Rebecca Hamilton is a former pro-abortion activist and leader. As the Oklahoma Director of NARAL, she helped establish the first abortion clinic in Oklahoma, and she continued her activism after being elected to the Oklahoma House of Representatives. After experiencing a profound conversion to Christ, voters returned her to office as a pro-life Democrat and she spent twelve years defending life and families in the Oklahoma Legislature. Rebecca left her political career in 2014, and along with the National Catholic Register, she writes at Patheos on her blog Public Catholic.
I don’t believe that anyone ever asked me what I would do if I got a bad breast biopsy result. But if they had, I’m pretty sure that feeding a sudden craving for classic rock music would not have been among my answers.
Silly me. I just didn’t know.
Monday was a hard day. My husband and I drove to Dallas and I had a biopsy on my breast. Then, we drove home. For those of you who are wondering, driving 200 miles in a Honda Fit after having had your breast rotter rooted is not a fun time.
The surgeon told me at the get-go that he thought “it” was benign. Then, he turned me over to the radiologist for a little look-see. I went into that encounter hoping that they would be able to determine that everything was good with scans. No such luck. After doing a set of mammograms, with a more hyped-up machine than the one here in OKC, the doc turned serious.
It’s funny, in a non-humorous way, how they keep doing that. They walk in all sunshine and light, then get a good scan and switch to all business. The results came in yesterday, and are a bit too technical for this post. Long story short, I’m still out there, wondering exactly how bad “it” really is; only the questions of it being harmless and of no matter have been settled. It’s not harmless, and it is not of no matter.
Next week I go under the knife. Bizarre as this sounds, I can hardly wait. I want this over with, and I want to know exactly where I stand and what I’m in for.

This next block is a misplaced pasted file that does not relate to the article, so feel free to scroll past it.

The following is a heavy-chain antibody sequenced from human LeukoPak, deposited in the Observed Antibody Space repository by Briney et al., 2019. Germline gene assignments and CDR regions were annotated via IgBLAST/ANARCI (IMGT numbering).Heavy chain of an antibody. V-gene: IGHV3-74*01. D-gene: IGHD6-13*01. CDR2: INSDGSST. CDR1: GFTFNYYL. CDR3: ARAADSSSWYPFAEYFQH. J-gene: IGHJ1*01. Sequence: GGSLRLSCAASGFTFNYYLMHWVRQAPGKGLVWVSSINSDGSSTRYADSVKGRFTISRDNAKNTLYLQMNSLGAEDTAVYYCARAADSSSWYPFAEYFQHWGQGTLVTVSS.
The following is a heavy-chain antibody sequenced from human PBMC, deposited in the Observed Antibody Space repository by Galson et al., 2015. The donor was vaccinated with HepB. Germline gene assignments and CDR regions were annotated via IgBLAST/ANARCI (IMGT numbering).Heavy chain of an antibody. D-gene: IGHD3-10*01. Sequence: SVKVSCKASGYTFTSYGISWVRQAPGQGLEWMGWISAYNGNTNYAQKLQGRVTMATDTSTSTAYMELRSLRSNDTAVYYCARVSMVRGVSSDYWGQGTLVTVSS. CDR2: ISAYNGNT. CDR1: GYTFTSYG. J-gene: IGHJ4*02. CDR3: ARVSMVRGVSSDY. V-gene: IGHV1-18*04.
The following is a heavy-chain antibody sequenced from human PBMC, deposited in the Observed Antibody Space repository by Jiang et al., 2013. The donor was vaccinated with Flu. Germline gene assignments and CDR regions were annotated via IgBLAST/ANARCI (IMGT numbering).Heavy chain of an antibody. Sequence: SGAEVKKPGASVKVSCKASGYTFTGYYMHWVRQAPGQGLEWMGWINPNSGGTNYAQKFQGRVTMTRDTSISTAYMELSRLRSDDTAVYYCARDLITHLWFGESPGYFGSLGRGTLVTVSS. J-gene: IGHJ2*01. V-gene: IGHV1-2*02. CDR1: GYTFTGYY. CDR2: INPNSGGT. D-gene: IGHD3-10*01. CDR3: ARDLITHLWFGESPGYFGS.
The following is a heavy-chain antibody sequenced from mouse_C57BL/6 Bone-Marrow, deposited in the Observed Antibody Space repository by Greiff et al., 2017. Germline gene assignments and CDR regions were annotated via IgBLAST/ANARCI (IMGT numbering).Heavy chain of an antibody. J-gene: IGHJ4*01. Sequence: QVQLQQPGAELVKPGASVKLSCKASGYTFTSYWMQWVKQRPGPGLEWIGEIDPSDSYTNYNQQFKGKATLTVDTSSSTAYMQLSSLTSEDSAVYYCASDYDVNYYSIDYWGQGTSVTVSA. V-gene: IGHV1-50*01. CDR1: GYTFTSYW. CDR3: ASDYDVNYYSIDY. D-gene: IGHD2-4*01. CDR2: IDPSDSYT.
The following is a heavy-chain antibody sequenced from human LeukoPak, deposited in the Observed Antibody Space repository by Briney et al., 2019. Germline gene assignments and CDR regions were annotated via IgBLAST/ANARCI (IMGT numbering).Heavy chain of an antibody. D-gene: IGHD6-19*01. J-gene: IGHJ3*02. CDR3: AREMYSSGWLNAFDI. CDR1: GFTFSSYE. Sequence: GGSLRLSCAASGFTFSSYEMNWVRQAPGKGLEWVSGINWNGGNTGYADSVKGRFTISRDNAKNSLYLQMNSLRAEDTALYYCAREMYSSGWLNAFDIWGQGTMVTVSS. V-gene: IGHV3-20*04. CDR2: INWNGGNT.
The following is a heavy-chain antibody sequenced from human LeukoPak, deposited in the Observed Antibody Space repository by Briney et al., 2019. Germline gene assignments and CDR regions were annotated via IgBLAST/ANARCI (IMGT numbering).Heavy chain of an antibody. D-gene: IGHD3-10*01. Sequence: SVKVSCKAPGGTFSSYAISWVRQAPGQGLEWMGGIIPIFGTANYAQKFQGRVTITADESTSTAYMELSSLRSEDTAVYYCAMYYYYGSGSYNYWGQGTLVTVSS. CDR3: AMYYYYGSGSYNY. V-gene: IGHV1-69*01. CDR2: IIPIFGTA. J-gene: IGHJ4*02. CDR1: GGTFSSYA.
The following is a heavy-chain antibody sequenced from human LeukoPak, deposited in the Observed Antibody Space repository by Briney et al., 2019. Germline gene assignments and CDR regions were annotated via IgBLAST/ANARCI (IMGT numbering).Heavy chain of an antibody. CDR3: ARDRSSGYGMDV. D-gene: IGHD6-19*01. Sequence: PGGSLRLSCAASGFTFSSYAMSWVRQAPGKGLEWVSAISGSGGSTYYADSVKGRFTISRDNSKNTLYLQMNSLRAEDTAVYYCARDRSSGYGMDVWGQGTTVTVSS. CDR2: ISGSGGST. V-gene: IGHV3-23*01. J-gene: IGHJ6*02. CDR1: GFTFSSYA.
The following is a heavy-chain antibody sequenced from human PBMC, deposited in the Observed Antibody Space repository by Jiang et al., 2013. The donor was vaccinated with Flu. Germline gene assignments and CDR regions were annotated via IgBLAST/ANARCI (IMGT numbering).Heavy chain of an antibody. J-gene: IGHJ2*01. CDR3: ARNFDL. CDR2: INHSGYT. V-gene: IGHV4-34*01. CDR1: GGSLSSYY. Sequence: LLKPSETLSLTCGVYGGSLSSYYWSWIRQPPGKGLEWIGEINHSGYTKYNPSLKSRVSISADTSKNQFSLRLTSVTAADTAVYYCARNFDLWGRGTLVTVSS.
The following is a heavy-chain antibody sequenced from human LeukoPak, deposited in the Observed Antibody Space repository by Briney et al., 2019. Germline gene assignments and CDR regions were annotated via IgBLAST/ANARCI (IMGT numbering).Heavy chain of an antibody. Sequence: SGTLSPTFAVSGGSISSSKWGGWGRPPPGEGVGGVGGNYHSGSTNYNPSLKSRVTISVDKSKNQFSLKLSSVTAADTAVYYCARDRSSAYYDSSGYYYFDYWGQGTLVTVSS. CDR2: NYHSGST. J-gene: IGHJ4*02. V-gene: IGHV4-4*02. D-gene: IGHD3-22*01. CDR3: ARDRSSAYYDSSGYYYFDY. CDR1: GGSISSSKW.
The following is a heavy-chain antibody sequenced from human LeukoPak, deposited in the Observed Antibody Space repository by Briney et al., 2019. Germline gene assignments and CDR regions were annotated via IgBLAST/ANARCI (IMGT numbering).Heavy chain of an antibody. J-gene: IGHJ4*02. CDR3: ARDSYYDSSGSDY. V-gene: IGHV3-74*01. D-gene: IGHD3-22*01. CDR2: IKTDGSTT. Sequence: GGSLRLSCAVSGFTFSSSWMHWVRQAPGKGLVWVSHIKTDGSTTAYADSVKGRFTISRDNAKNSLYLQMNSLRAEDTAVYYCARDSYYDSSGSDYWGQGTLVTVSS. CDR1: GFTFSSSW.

That’s the background to why I downloaded almost a hundred dollars of classic rock last night and this morning and why I’m grooving to Jethro Tull as I type this. I have always had a smattering of rock on my iPhone. But most of my music is classical, ballads and lots and lots of piano solos. I love me some mood music. Which, I guess, is what the heavy infusion of rock is all about.
I didn’t download many artists other than Americans, not because I used that as a basis for choosing, but because I wanted the driving enthusiasm and optimism of Americans. I think that’s the secret to my rock hunger. Americans have always been powerhouses of enthusiasm and optimism. We are people who don’t back away from challenges. We run right at them.
We are, first and most of all, unafraid.
Real American art is found in the bayous and backyards of real Americans. It’s in our country wailing, and our rhythm and blues. It runs through our rock n roll like it runs through our veins. There’s no better anthem for going into battle than rock and roll.
I downloaded enough rock to see me through. In-A-Gadda-Da-Vida may not sound like a marching song to some folks, but it’ll do for me.
I know you’re wondering, so I’ll answer.
Yes, I prayed. But I didn’t fall to my knees in terror and beg for a reprieve. In fact, I haven’t prayed all that much more than I usually do.
I offered this up to Our Mother to use as she sees fit. Then, yesterday, I spent a while sitting with Jesus in the Eucharist. I didn’t spend my time there wringing my hands about this deal, although, if I had felt like it I would have. I just wanted to be with Him, because His Presence fills me with love.
I’ve walked with Christ for many years, and during that time, He’s seen me through a lot of trials. I don’t need to fall into hysterical prayer, just because I got hit with a dread disease. He’s there, and I know it. And He knows that I know it. I will use my wits to survive this thing. But my life is in His hands. It has been for a long time.
I am His. Whatever happens to me, I know Whom I have believed, and I know that He is able to keep that which I have entrusted to Him against that day. St. Paul wrote that 2,000 years ago. It’s just as true for me today as it was for him back then.
I’ll find out after the surgery exactly what I’m into. I imagine I’ll have hard choices to make. But one thing I’m not worried about is whether or not God is with me. Jesus and my angels are right beside me. That, and a little rock and roll, are all I seem to need right now.